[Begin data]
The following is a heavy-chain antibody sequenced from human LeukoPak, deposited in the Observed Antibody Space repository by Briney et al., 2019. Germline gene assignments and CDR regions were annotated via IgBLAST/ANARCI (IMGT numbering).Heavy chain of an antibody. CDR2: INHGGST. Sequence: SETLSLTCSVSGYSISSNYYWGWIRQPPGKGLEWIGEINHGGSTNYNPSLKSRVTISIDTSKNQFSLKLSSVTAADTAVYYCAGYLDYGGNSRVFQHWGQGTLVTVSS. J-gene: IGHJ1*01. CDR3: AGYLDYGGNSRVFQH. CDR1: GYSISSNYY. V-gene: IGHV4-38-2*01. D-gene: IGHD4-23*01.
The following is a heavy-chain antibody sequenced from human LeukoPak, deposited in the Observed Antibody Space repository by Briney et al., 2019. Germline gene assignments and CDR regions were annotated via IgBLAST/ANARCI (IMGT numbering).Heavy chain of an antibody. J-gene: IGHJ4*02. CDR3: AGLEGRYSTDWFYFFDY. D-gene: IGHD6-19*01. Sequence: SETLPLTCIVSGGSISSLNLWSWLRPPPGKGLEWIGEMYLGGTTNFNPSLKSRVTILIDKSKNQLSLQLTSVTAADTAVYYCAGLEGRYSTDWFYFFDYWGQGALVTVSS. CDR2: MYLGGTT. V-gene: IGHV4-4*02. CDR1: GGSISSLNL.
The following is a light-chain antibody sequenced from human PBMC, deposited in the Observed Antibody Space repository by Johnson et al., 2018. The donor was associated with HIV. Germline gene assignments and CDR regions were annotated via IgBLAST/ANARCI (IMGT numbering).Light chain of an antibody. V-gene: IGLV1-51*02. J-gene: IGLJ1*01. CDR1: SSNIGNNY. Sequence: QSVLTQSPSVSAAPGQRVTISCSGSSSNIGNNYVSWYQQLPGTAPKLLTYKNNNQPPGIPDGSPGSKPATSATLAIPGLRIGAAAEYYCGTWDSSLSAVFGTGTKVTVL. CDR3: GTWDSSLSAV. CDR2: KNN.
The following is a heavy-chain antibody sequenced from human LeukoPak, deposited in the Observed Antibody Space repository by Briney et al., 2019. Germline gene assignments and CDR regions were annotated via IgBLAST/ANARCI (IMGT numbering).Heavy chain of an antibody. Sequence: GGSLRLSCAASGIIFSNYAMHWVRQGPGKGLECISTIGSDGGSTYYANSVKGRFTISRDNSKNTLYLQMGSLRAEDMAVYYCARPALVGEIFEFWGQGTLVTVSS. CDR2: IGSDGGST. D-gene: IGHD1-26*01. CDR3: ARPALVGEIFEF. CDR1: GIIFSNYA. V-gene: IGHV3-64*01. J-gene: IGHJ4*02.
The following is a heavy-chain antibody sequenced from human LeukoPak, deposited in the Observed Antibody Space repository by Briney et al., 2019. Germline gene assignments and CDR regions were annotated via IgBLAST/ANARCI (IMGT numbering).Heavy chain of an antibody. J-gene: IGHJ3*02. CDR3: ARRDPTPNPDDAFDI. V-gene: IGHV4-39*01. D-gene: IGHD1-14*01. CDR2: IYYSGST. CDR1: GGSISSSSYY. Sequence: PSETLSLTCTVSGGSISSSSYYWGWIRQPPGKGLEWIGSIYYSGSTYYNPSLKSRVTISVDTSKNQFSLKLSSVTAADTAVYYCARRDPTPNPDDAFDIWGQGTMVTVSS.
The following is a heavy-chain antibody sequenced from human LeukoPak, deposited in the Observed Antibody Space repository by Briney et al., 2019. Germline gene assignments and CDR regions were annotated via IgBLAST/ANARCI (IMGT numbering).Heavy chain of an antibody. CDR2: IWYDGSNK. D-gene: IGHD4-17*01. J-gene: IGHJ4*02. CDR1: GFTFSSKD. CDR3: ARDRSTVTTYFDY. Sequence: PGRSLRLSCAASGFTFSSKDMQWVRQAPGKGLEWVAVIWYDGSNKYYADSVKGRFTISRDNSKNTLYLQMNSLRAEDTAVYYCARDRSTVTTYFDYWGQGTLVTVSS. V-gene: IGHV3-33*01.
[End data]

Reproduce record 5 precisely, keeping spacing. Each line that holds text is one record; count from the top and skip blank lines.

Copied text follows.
The following is a heavy-chain antibody sequenced from human LeukoPak, deposited in the Observed Antibody Space repository by Briney et al., 2019. Germline gene assignments and CDR regions were annotated via IgBLAST/ANARCI (IMGT numbering).Heavy chain of an antibody. J-gene: IGHJ3*02. CDR3: ARRDPTPNPDDAFDI. V-gene: IGHV4-39*01. D-gene: IGHD1-14*01. CDR2: IYYSGST. CDR1: GGSISSSSYY. Sequence: PSETLSLTCTVSGGSISSSSYYWGWIRQPPGKGLEWIGSIYYSGSTYYNPSLKSRVTISVDTSKNQFSLKLSSVTAADTAVYYCARRDPTPNPDDAFDIWGQGTMVTVSS.